No brand manufacturers plan to market generic versions of their own product, at least not until the patent expires. And why
would they? As long as the branded version enjoys patent protection, marketing a cut-rate product would eat away profit margin
during the years when a drug makes the most money.
But what happens if a patent is challenged? Under the Hatch-Waxman Act, generic-drug manufacturers that win Paragraph IV challenges
are rewarded with 180 days of market exclusivity. For six months, they can sell their own generic version without competition
from other generic companies. And during this period, brand manufacturers lose market share as rapidly as they do after patent
expiration, when generic competitors flood the market. But there is a way to mitigate these losses, devastating as they are.
A brand manufacturer can mount a rear-guard action by launching its own off-brand—an authorized generic—with the cooperation
of a generic distributor.
Companies hemorrhage profits in the wake of a lost patent challenge. Typically, the generic company will set its price approximately
20 to 30 percent below the brand, and erode the brand's market share by more than 75 percent after the first two months. But
by quickly entering the market with its relabeled "brand in a bottle," a manufacturer can use its own generic product to capture
a share of the competitor's business, if only at a reduced price. Earning additional revenue on generic products may seem
like cold comfort to a company that just lost a profitable patent. But the alternative—even greater losses—is much worse.
Lifecycles of Generics
In spite of the potential revenue upside—or perhaps reduced revenue downside—many brand companies have been reluctant to enter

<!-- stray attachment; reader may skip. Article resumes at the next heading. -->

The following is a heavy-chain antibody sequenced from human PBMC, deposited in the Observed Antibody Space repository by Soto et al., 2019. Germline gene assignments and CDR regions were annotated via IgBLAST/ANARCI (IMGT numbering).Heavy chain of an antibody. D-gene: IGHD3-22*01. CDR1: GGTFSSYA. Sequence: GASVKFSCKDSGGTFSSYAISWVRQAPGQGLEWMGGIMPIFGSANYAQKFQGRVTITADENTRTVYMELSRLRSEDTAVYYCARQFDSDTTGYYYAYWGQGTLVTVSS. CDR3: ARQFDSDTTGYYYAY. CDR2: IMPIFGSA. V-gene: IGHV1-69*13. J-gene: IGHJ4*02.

partnerships with authorized-generics marketers. Many are uncertain about the payoff or simply inexperienced with the generic
market. But some wonder whether these partnerships are legal under the Hatch-Waxman Act. After all, the law provides 180 days
of exclusivity to reward the generic company that successfully challenges the patent of a brand product. Arguably, allowing
for a second generic product has the effect of reducing that incentive.
That is the argument that Teva, Mylan, and the Generic Pharmaceutical Association advanced early in 2004 in citizen petitions
to FDA. They asked the agency to ban authorized generics, but FDA declined to get involved at first, claiming that it would
not be appropriate to interfere with business arrangements. Teva and Mylan then filed suit against FDA. In Teva v. Crawford, Teva attempted to nullify an authorized-generics contract between Pfizer and its subsidiary Greenstone for generic gabapentin.
In June 2005, the District Court of Appeals of the District of Columbia decided against Teva, ruling that nothing in the Hatch-Waxman
Act prevented a patent owner from reselling its own product. This decision cleared the legal hurdles for authorized generics
under the Hatch-Waxman Act.
Unless generic manufacturers challenge authorized-generic contracts under some other law, Congress is the last resort for
companies attacking authorized generics. At this point, Congress could still amend the Hatch-Waxman Act to prevent future
authorized-generics contracts. However, changes to the law are extremely unlikely for at least three reasons. First, there
have been no calls within Congress to put an end to these agreements. Second, in the Medicare Modernization Act of 2003, Congress
passed a significant piece of legislation that amended parts of Hatch-Waxman. Lawmakers have little momentum to revisit the
law anytime soon. Third, authorized generics create competition and may help lower drug prices. So arguing for fewer generics
is not an appealing political argument. As a result, it seems safe to say that authorized generics are here to stay.